How do you make any sense of history, art or literature without knowing the stories and iconography of your own culture and all the world’s main religions? – Polly Toynbee
When we Westerners create our icons, we do delve into the human figures throughout our history. There is something to say about the way an icon moves us to heal and liberate ourselves and the people around us. An icon can also have the opposite affect: Imprison and damage our way of being and others. We can see from human history, not all icons were worthwhile. In the end, it’s all about how we interpret the figure that we wish to iconize and how we put that vision into practice.
The origins of iconography take place within Christianity; with the images of Jesus and the saints after him. Western culture has taken this theme and has made it into a more “secular” phenomenon. We see this with past presidents, sports figures, social activists, etc. Some religious practitioners (fundamentalists mostly) find this to be disturbing due to the reasoning of making humans out to be “gods”.
How can we bring out these secular beings into the space of Jesus (they would say)? Aren’t we making icons into idols, then? I would say: Hell no! Here is why: By making humans into icons we begin to step into the reality of the incarnation of Christ. We experience that we all can make some type of change through healing and liberation. Its what Jesus did by being his true human self.
Let’s take the tragic death of Kobe Bryant for example. We have seen Kobe do some amazing things on and off the court. He became a great father, husband, activist, and friend. By his example and iconic status, others followed in his footsteps and made a difference. Is this not Christ-like? Others do not see it that way. This is from a tweet from an individual who did not see it this way:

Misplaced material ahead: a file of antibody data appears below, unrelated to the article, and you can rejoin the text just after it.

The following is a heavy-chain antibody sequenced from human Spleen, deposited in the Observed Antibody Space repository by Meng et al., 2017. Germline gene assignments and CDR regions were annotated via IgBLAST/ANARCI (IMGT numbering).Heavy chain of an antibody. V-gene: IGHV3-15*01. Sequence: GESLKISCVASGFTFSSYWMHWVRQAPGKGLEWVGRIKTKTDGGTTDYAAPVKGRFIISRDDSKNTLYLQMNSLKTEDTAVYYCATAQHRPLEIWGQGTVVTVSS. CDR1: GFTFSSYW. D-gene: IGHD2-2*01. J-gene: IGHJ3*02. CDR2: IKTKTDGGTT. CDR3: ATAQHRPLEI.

“Kobe dies & the world goes crazy; the son of God dies for wicked humanity & very very few care” 
Without going into too much of a critique with this quote, I would just like to point out how this individual missed the point of the significance of Kobe Bryant’s death and the death of Jesus’. When we come to the realization that all deaths from the beginning to the end of time, from the ages of ages, have always been connected to the death of Jesus, we see that all deaths carry the importance of resurrection. This doesn’t always need to be the physical resurrection (although important) but also the symbolic resurrection, that helps all to wipe of the ashes of our current sadness and rise to a new transformed existence.
This is what the ancient church attested to the iconography of saints. It was the correlations that death has been trampled by death, and that Jesus resurrection involved the whole creation. The point of icons is not to idolize them, but to participate in their healing and liberating life. We are not these perfect beings that have no flaws and scars! To think an icon is any different from us is to fail to see the point of being an icon in the first place. To think that to see one as some sort of icon is a way to be irresponsible for ourselves and how we act in the world, is being bamboozled. When we depend solely on an icon, without seeing that icon in our enemies, we will never bring about a world of peace and love. It is why icons exist, to enable us to see the least of these as God. The Universal Spirit is calling us to the oneness of it all. Maybe we can beckon to Her call and embrace the unity of a curative icon…
Modern man has been in search of a new language of form to satisfy new longings and aspirations – longings for mental appeasement, aspirations to unity, harmony, serenity – an end to his alienation from nature. All these arts of remote times or strange cultures either give or suggest to the modern artist forms which he can adapt to his needs, the elements of a new iconography- Herbert Read